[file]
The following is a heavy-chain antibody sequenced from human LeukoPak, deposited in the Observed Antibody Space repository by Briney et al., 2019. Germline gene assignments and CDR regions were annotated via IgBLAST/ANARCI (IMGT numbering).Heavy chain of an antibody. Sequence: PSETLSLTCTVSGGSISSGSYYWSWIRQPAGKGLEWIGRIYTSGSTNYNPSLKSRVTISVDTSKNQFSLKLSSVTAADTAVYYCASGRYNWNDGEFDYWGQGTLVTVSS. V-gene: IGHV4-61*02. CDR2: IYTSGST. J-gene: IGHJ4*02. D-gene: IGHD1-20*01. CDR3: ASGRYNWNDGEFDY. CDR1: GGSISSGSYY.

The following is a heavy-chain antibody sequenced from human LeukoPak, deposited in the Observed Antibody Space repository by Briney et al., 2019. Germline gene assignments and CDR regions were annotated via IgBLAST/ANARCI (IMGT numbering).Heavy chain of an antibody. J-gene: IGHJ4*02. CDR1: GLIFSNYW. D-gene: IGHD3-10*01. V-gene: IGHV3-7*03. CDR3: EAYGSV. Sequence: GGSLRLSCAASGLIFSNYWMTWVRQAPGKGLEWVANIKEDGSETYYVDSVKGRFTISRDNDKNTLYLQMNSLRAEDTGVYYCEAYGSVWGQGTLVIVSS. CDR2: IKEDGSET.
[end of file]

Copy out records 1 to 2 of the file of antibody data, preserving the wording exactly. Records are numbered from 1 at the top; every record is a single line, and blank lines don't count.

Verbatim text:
The following is a heavy-chain antibody sequenced from human LeukoPak, deposited in the Observed Antibody Space repository by Briney et al., 2019. Germline gene assignments and CDR regions were annotated via IgBLAST/ANARCI (IMGT numbering).Heavy chain of an antibody. Sequence: PSETLSLTCTVSGGSISSGSYYWSWIRQPAGKGLEWIGRIYTSGSTNYNPSLKSRVTISVDTSKNQFSLKLSSVTAADTAVYYCASGRYNWNDGEFDYWGQGTLVTVSS. V-gene: IGHV4-61*02. CDR2: IYTSGST. J-gene: IGHJ4*02. D-gene: IGHD1-20*01. CDR3: ASGRYNWNDGEFDY. CDR1: GGSISSGSYY.

The following is a heavy-chain antibody sequenced from human LeukoPak, deposited in the Observed Antibody Space repository by Briney et al., 2019. Germline gene assignments and CDR regions were annotated via IgBLAST/ANARCI (IMGT numbering).Heavy chain of an antibody. J-gene: IGHJ4*02. CDR1: GLIFSNYW. D-gene: IGHD3-10*01. V-gene: IGHV3-7*03. CDR3: EAYGSV. Sequence: GGSLRLSCAASGLIFSNYWMTWVRQAPGKGLEWVANIKEDGSETYYVDSVKGRFTISRDNDKNTLYLQMNSLRAEDTGVYYCEAYGSVWGQGTLVIVSS. CDR2: IKEDGSET.